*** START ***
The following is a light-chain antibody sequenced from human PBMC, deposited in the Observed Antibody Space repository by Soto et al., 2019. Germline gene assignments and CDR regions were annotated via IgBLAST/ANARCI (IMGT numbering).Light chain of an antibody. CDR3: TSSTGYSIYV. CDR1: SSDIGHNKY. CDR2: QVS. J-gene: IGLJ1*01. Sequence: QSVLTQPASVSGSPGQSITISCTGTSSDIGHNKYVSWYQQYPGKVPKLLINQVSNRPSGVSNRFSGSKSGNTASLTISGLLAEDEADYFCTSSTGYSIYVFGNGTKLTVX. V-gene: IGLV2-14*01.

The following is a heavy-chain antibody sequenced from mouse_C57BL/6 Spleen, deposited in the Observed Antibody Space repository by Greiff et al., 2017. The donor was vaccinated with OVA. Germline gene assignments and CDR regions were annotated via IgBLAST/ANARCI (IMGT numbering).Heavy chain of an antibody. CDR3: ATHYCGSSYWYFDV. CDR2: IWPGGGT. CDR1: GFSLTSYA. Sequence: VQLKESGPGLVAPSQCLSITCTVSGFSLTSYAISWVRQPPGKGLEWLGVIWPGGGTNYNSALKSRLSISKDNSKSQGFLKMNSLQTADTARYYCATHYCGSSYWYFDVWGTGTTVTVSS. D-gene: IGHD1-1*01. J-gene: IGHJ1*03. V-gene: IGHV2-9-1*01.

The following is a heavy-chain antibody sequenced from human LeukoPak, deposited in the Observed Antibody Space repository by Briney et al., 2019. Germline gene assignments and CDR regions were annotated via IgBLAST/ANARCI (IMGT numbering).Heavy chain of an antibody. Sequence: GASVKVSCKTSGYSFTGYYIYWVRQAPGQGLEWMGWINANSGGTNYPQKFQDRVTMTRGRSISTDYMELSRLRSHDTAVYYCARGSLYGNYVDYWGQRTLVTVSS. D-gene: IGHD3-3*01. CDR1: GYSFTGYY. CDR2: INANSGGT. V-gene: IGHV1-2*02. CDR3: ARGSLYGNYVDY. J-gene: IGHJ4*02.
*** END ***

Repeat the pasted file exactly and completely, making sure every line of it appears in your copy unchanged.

The following is a light-chain antibody sequenced from human PBMC, deposited in the Observed Antibody Space repository by Soto et al., 2019. Germline gene assignments and CDR regions were annotated via IgBLAST/ANARCI (IMGT numbering).Light chain of an antibody. CDR3: TSSTGYSIYV. CDR1: SSDIGHNKY. CDR2: QVS. J-gene: IGLJ1*01. Sequence: QSVLTQPASVSGSPGQSITISCTGTSSDIGHNKYVSWYQQYPGKVPKLLINQVSNRPSGVSNRFSGSKSGNTASLTISGLLAEDEADYFCTSSTGYSIYVFGNGTKLTVX. V-gene: IGLV2-14*01.

The following is a heavy-chain antibody sequenced from mouse_C57BL/6 Spleen, deposited in the Observed Antibody Space repository by Greiff et al., 2017. The donor was vaccinated with OVA. Germline gene assignments and CDR regions were annotated via IgBLAST/ANARCI (IMGT numbering).Heavy chain of an antibody. CDR3: ATHYCGSSYWYFDV. CDR2: IWPGGGT. CDR1: GFSLTSYA. Sequence: VQLKESGPGLVAPSQCLSITCTVSGFSLTSYAISWVRQPPGKGLEWLGVIWPGGGTNYNSALKSRLSISKDNSKSQGFLKMNSLQTADTARYYCATHYCGSSYWYFDVWGTGTTVTVSS. D-gene: IGHD1-1*01. J-gene: IGHJ1*03. V-gene: IGHV2-9-1*01.

The following is a heavy-chain antibody sequenced from human LeukoPak, deposited in the Observed Antibody Space repository by Briney et al., 2019. Germline gene assignments and CDR regions were annotated via IgBLAST/ANARCI (IMGT numbering).Heavy chain of an antibody. Sequence: GASVKVSCKTSGYSFTGYYIYWVRQAPGQGLEWMGWINANSGGTNYPQKFQDRVTMTRGRSISTDYMELSRLRSHDTAVYYCARGSLYGNYVDYWGQRTLVTVSS. D-gene: IGHD3-3*01. CDR1: GYSFTGYY. CDR2: INANSGGT. V-gene: IGHV1-2*02. CDR3: ARGSLYGNYVDY. J-gene: IGHJ4*02.